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N. Korean diplomats had pressed Kim Jong-nam to return home: report

2017/02/16 11:08

SEOUL, Feb. 16 (Yonhap) -- North Korean diplomats had tried to persuade Kim Jong-nam, the estranged half brother of the North's leader Kim Jong-un, to return home voluntarily shortly before he was killed at an airport in Malaysia earlier this week, a U.S. broadcaster reported Thursday, citing a unnamed North Korean official.

The official told Radio Free Asia (RFA) that the current leader had ordered the State Security Ministry to bring Kim Jong-nam, who was staying overseas, back to the North, instructing its diplomats to talk him into coming back home on his own without making a fuss.

North Korean leader Kim Jong-un (L) waves in a photo released by the North's official Korean Central News Agency in November 2016 and his half brother Kim Jong-nam waves at a hotel in Macau, China, in a 2010 photo provided by the JoongAng Sunday paper. (For Use only in the Republic of Korea. No Redistribution) (Yonhap) North Korean leader Kim Jong-un (L) waves in a photo released by the North's official Korean Central News Agency in November 2016 and his half brother Kim Jong-nam waves at a hotel in Macau, China, in a 2010 photo provided by the JoongAng Sunday paper. (For Use only in the Republic of Korea. No Redistribution) (Yonhap)

To carry out the order, officials from the ministry met Kim Jong-nam in Macau on Jan. 20 and Kim asked them to give him some time to think about the younger brother's request, according to the report.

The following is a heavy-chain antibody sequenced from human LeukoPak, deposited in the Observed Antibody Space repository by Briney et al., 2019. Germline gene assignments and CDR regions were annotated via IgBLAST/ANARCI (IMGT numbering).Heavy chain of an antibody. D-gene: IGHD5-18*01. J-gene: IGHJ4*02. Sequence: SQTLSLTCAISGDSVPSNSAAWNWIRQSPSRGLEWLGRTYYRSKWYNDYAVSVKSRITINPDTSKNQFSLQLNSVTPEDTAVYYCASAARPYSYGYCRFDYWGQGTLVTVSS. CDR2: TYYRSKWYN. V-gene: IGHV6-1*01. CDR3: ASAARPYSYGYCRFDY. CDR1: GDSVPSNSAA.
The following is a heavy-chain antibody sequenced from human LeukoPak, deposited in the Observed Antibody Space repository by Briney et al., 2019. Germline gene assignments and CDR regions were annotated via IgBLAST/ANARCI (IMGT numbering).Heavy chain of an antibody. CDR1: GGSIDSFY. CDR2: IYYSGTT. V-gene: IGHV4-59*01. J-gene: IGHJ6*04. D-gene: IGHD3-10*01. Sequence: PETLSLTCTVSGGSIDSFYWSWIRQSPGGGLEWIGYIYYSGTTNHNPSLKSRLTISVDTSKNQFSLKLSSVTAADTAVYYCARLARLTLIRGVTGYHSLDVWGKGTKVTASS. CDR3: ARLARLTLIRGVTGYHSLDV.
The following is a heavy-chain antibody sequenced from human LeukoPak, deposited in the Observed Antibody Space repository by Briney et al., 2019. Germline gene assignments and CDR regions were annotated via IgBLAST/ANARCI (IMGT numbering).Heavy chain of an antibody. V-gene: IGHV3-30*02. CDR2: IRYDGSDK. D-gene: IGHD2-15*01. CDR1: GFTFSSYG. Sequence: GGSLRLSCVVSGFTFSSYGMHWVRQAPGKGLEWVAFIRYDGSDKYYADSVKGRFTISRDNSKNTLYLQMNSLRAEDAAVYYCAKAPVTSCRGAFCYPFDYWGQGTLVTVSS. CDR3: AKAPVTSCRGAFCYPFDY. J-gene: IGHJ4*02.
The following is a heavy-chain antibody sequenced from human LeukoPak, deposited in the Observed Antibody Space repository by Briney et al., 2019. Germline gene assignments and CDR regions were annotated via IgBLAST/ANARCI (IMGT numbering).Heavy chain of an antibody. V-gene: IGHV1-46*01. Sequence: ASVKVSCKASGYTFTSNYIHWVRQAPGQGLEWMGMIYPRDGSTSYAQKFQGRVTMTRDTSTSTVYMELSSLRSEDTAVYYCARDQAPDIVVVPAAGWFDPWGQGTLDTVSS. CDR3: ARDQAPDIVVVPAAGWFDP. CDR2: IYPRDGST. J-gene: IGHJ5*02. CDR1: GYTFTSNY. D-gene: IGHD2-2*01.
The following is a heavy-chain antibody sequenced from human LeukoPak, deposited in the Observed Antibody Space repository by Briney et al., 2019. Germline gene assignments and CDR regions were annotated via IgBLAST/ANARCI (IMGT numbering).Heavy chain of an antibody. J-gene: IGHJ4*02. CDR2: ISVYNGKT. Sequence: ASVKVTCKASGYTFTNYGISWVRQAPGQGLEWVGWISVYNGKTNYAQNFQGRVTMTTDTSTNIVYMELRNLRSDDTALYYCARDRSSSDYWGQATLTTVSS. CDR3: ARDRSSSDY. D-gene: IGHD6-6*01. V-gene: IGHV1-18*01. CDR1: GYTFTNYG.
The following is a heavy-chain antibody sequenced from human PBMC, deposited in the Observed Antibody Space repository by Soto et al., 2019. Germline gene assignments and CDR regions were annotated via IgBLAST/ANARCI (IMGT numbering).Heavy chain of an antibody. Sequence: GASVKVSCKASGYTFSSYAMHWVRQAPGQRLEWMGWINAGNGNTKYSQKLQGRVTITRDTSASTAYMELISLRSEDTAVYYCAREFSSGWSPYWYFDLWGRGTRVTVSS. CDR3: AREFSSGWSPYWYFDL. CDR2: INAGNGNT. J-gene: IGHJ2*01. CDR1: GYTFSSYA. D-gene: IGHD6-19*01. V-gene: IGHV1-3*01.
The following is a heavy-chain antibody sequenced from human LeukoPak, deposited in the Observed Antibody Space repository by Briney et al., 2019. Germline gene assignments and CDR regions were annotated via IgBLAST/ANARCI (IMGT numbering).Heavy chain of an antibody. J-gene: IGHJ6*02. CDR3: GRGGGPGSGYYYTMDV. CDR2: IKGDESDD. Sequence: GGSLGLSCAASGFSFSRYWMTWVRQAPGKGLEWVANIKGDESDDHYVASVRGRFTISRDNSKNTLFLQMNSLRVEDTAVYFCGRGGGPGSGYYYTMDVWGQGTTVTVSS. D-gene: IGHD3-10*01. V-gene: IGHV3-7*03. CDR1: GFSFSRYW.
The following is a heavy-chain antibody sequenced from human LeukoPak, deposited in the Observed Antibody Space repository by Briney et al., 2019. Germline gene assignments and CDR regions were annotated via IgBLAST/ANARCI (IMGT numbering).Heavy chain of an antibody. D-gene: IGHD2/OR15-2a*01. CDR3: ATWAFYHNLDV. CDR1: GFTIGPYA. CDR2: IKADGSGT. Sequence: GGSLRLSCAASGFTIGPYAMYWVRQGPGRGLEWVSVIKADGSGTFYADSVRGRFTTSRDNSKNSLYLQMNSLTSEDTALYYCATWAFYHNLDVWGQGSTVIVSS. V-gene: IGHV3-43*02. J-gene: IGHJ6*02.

"Kim Jong-un was apparently worried about Kim Jong-nam fleeing to the United States or South Korea out of fear of being killed," the official was quoted as saying. "Kim Jong-un is believed to have ordered that Kim Jong-nam to be assassinated before he sought asylum overseas."

   A source with knowledge of North Korean affairs told RFA that Kim Jong-un had the North's diplomats overseas meet Kim Jong-nam twice -- late last year and early this year. On a separate occasion, a North Korean official stationed in Laos gave Kim Jong-nam a letter from the current leader after meeting him in person, the source said.

The leader is believed to have attempted to cajole him into returning home, but Kim Jong-nam's failure to give a definite answer apparently led to the fratricidal order, according to the source.

Kim was killed on Monday at Kuala Lumpur International Airport after being attacked by two unidentified women with poison. Seoul's spy agency on Wednesday confirmed the killing of Kim, stopping short of saying that North Korea was behind the latest killing.

But it said that the murder of Kim Jong-nam has been a "standing order" issued by Kim Jong-un since he inherited power in late 2011 following the sudden death of his father.

Kim Jong-nam -- the eldest son of Kim Jong-il -- was once an heir apparent, but he had been living in foreign countries for years after apparently falling out of favor with his father for attempting to enter Japan with a fake passport in 2001.

namsh@yna.co.kr

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